Wednesday, June 19, 2019

A visit to St. Mark's Church in-the-Bowery

Photos and interview by Stacie Joy

I’d been to St. Mark’s Church in-the-Bowery on 10th Street and Second Avenue before — for poetry readings, the St. Francis Day blessing of the animals, and a community event or two. However, I'd never seen the full scope of the historic space.

The Rev. Anne Sawyer, who started as the church's 14th Rector in June 2017, met me in her attic office. She provided a tour of the grounds and rectory to share more details about her work and the work the church is doing for the community ... as well as discuss its history and what she sees as its place in the East Village now and in the future.

Can you speak a bit about the background of the historic St. Mark’s Church in-the-Bowery?

St. Mark’s is an Episcopal Church and one of the oldest sites of continuous worship in New York, dating back to 1660. Over the past century, our church has also been used for dance, music, poetry and theatre by many notable artists.

Today, it remains the home for Danspace, The Poetry Project and The New York Theatre Ballet, in addition to a vibrant and passionate congregation that worships on Sunday mornings and gathers at various times during the week. St. Mark’s is an important architectural landmark in New York City.

You came to this church with your wife (the Rev. Susan Anderson-Smith) about two years ago from Arizona, where you focused a lot of your energy on working with children and families, especially those in economically challenged areas. Do you have local plans for similar programming?

In the Episcopal Church, clergy and congregations engage in a process of discernment with respect to ordained leadership and congregational ministry. I was drawn to St. Mark’s for many reasons, including its commitment to social justice and expressed desire to live into those beliefs through action in our community.

While I have spent years working with children and families, ministries within a church should always reflect the people of faith who gather and where the Spirit leads us to serve. To date, the areas of ministry include: Sunday school for children, racial justice, reparations, and support and recovery from incarceration; gun safety and anti-gun violence; efforts to support Puerto Rico in recovery from natural disaster; farmworkers rights and safety; and support for community members in recovery from addictions.

Why did you accept the call to helm this particular church and can you speak more about what St. Mark’s Church offers to the community?

I was giving prayerful thought to a possible change in ministry when I learned about St. Mark’s, and thought, this could be fun!

A call to ministry is always more than a job. Rather, it’s a response to where we believe God is leading us, and where we meant to be. It is my prayer that everyone at St. Mark’s feels the same. Together, we seek to understand the world in which we live, and discern how best to live and respond.

The people of St. Mark’s offer God’s love and acceptance, a caring community, fabulous music, questions to ponder, and an opportunity to grow in relationship with each other and with God.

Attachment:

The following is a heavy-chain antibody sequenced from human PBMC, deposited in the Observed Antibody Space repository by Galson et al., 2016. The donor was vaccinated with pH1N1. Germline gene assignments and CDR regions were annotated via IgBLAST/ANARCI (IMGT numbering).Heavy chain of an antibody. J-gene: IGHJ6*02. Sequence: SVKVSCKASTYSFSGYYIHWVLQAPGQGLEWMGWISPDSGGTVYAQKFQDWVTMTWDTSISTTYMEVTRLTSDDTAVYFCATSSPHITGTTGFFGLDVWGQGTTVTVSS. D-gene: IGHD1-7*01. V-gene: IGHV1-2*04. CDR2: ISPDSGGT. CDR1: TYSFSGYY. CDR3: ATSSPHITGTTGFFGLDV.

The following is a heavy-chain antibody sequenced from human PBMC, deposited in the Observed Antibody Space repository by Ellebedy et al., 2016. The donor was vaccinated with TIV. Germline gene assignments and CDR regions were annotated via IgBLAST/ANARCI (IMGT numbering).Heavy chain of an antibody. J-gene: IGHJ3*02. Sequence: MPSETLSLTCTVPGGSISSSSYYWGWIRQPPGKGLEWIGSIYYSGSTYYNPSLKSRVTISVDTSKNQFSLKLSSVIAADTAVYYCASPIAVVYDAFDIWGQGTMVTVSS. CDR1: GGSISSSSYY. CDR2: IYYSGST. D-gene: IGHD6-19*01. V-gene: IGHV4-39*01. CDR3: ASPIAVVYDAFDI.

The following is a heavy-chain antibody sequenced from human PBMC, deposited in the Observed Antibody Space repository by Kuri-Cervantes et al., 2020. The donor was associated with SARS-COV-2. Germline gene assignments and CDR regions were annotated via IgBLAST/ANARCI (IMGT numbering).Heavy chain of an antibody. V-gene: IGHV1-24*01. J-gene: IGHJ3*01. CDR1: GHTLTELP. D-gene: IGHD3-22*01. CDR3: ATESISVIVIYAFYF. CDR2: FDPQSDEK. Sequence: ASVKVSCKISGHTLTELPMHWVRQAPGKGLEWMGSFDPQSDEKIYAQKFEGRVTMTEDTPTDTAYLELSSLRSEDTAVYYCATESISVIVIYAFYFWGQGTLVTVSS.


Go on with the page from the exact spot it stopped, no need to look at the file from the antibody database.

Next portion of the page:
Is there a typical parishioner at the church? How do you see the church’s place in the East Village?

The people who gather for worship at St. Mark’s on Sunday morning share much in common, yet they are a diverse community. We vary in age, skin color, gender, sexual identity, and financial means. We tend to be well educated, savvy about politics, passionate about justice, a bit subversive, faithful, soulful in music, with and without partners, and/or children, and generous. Some parishioners have lived in the East Village for decades and can tell stories; other members wake early to travel.

We are an inclusive community that reflects the East Village in the heart and soul through worship, music, dance, poetry, and historical preservation.

Can you speak a bit about the new clock faces — you mentioned a lightning strike, and a fallen face. Also, the church recently lost an angel off the steeple. What are the plans for replacing it, if any?

I do not know the exact history of the clocks, other than after a lightning strike in the '90s they stopped working, and over time, the temporary clocks installed after the great fire in July 1978 began to weather and slip. We now have beautiful clocks that tell accurate time thanks to our neighbors, and the Saint Mark’s Historic Landmark Fund.

As for the inside of St. Mark’s (and the angel), we could use your help to restore beauty to this grand, historic landmark in the heart of our neighborhood. A half million [dollars] is needed to stop water from creating damage inside. Then, plaster, paint and carpet would create a clean, simple and fresh sanctuary for another century of arts and to glorify God. Talk about making an impact!

[Part of the old clock]

[The missing angel on the steeple]

What’s next for St. Mark’s?
The next chapter of the vibrant history of St. Mark’s is being written now by people like you. Come join us on Sundays at 11 a.m. You are most welcome. We will be celebrating our annual Pride Disco Mass on Sunday, June 30! And after that? The next chapter...


Anonymous said...

I lived in the building diagonal from this church--156 2nd Avenue, for 3 months in 1996. Summer sublet. Used to look at the church from the corner window, visited it several times. The energy of the place, and of the surrounding neighborhood, even the building--it felt quite special. I'm not religious, but I do remember the church and all the other experiences of that time mixed in with it. My favorite time in nyc. Have since moved away from the city. Still think about that time.

DrGecko said...

Inclusiveness is praiseworthy only up to a point, and that point is Satan, and Satan is Disco.

Disco sucks. Seriously. IT'S EVEN IN THE BIBLE. Or should be.